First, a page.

There but for the is the new novel from Ali Smith, best known for her acclaimed fiction including The Accidental, Hotel World and Girl Meets Boy.
The premise of There but for the is simple but disturbing. One evening a London couple throw their “annual alternative dinner party” where they invite different people from their usual crowd around for dinner and conversation. Throughout the course of the evening one of the guests, a relative stranger called Miles Garth, disappears upstairs and locks himself into the a spare room and won’t come out. Questions start to arise – who is Miles? Why has he locked himself in the spare room? How long will he be there?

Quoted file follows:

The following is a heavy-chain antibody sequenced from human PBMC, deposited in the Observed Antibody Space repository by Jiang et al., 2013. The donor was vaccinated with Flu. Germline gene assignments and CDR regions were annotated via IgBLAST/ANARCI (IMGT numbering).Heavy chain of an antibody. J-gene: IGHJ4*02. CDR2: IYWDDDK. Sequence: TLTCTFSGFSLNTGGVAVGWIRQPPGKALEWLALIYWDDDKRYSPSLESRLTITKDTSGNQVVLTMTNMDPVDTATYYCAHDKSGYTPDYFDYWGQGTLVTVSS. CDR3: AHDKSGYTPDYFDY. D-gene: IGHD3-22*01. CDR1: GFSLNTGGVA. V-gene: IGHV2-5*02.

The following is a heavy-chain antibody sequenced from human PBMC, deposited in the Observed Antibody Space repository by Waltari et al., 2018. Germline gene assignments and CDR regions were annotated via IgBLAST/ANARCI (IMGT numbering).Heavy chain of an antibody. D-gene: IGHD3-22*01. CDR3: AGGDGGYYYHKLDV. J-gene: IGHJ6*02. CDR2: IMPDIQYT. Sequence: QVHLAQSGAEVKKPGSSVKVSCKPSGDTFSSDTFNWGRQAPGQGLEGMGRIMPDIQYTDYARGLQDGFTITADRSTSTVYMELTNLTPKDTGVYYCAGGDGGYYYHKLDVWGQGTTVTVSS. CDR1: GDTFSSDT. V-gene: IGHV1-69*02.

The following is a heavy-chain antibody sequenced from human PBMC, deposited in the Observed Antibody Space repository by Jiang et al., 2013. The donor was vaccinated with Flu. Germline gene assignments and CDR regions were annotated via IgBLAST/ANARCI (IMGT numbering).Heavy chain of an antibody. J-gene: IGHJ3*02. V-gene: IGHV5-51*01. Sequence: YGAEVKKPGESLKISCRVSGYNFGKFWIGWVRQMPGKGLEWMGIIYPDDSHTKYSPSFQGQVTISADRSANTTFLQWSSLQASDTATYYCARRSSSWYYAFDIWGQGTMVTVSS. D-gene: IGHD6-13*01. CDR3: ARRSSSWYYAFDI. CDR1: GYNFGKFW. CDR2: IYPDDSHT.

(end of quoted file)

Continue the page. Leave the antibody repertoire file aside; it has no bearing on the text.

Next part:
There but for the is a surreal and often funny novel about identity, memory and thinking. Those familiar with Smith’s work will be used to her trademark literary experimentation. There are no speech marks in the book, which has the effect of blurring the lines between the different perspectives; a device that some will find original, but others may find distracting. Smith can write beautifully, but her style is an acquired taste.